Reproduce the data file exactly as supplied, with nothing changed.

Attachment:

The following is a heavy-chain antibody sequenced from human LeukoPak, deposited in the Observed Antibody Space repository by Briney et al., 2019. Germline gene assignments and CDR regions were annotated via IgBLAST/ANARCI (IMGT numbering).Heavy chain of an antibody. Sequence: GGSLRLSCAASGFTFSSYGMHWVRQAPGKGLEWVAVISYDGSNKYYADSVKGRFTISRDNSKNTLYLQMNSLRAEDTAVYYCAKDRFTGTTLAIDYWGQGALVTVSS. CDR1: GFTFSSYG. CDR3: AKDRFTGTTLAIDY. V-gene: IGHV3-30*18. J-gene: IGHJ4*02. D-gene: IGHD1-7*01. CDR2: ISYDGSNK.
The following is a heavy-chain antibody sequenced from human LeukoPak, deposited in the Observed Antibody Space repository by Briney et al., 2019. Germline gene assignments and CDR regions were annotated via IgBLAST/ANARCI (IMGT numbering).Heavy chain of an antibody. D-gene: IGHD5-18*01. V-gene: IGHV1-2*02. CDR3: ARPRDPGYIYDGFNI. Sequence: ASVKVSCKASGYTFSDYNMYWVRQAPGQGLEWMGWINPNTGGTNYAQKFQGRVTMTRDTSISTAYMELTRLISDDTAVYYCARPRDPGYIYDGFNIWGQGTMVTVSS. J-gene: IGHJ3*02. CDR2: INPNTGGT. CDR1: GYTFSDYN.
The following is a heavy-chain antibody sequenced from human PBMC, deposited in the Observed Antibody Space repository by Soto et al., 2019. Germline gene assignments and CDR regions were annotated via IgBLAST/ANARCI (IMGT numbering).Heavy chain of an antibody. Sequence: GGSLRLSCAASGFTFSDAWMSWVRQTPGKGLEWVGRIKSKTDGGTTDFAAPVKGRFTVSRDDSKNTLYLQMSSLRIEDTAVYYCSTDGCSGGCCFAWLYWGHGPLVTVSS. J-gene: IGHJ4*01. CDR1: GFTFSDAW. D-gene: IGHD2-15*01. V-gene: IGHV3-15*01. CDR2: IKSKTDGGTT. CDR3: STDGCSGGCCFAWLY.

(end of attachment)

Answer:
The following is a heavy-chain antibody sequenced from human LeukoPak, deposited in the Observed Antibody Space repository by Briney et al., 2019. Germline gene assignments and CDR regions were annotated via IgBLAST/ANARCI (IMGT numbering).Heavy chain of an antibody. Sequence: GGSLRLSCAASGFTFSSYGMHWVRQAPGKGLEWVAVISYDGSNKYYADSVKGRFTISRDNSKNTLYLQMNSLRAEDTAVYYCAKDRFTGTTLAIDYWGQGALVTVSS. CDR1: GFTFSSYG. CDR3: AKDRFTGTTLAIDY. V-gene: IGHV3-30*18. J-gene: IGHJ4*02. D-gene: IGHD1-7*01. CDR2: ISYDGSNK.
The following is a heavy-chain antibody sequenced from human LeukoPak, deposited in the Observed Antibody Space repository by Briney et al., 2019. Germline gene assignments and CDR regions were annotated via IgBLAST/ANARCI (IMGT numbering).Heavy chain of an antibody. D-gene: IGHD5-18*01. V-gene: IGHV1-2*02. CDR3: ARPRDPGYIYDGFNI. Sequence: ASVKVSCKASGYTFSDYNMYWVRQAPGQGLEWMGWINPNTGGTNYAQKFQGRVTMTRDTSISTAYMELTRLISDDTAVYYCARPRDPGYIYDGFNIWGQGTMVTVSS. J-gene: IGHJ3*02. CDR2: INPNTGGT. CDR1: GYTFSDYN.
The following is a heavy-chain antibody sequenced from human PBMC, deposited in the Observed Antibody Space repository by Soto et al., 2019. Germline gene assignments and CDR regions were annotated via IgBLAST/ANARCI (IMGT numbering).Heavy chain of an antibody. Sequence: GGSLRLSCAASGFTFSDAWMSWVRQTPGKGLEWVGRIKSKTDGGTTDFAAPVKGRFTVSRDDSKNTLYLQMSSLRIEDTAVYYCSTDGCSGGCCFAWLYWGHGPLVTVSS. J-gene: IGHJ4*01. CDR1: GFTFSDAW. D-gene: IGHD2-15*01. V-gene: IGHV3-15*01. CDR2: IKSKTDGGTT. CDR3: STDGCSGGCCFAWLY.